This has all been a counterpart to static real wages for the average working person, and falling earnings for the poorest, for some decades. Thus we have only been able to maintain a rising standard of consumption by borrowing. That was secured against rising house prices for owner-occupiers but unsecured for other borrowers. Banks and other lenders scrambled for that business, throwing caution to the winds and hiding behind the fig leaf of ‘self-regulation’. The growth of financial assets and of property prices was further fueled by our compulsory savings in pension funds and by those distrustful of pensions, or without pension schemes, who so often bought larger houses, or second or other houses as a primitive attempt to accumulate personal and family wealth. While it lasted, the owner-occupation system was a very powerful mechanism widening the gulf between social classes in the UK and many other countries, transferring incomes from tenants and new purchasers into un-earned wealth for established owners (and their families) and for developers, landowners and institutions.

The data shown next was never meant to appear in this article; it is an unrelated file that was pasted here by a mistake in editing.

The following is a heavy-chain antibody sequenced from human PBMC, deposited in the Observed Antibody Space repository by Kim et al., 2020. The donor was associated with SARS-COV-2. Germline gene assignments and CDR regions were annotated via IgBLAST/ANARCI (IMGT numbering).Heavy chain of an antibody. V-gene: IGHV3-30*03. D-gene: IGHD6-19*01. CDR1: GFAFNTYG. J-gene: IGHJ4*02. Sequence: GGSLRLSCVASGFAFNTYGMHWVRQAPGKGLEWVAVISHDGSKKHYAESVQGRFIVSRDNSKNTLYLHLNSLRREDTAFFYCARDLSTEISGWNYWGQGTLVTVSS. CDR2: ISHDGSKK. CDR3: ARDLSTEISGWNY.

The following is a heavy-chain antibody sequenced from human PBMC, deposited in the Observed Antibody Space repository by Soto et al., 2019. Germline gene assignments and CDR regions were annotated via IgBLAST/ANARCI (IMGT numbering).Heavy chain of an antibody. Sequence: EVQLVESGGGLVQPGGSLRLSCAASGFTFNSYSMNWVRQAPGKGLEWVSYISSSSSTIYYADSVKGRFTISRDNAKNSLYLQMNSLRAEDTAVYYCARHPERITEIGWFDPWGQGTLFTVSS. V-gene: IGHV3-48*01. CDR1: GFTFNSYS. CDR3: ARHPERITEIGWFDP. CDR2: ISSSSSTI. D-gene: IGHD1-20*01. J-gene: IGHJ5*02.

Demand pressure (and thus house price inflation) have also been driven by demographic changes, rising student numbers, inward migration and by fiscal policy. Although the UK finally phased out mortgage interest tax relief (unlike the Netherlands and some other countries), we still have privileged tax treatment for dwellings and for landlords and last year’s introduction of Real Estate Investment Trusts (REITS) was partly designed to attract more investors into the private rental market. On top of all that, governments have poured petrol on the fire by subsidising ‘intermediate tenures’, key-worker housing and so on. Now they propose guarantees for the mortgages of first-time buyers.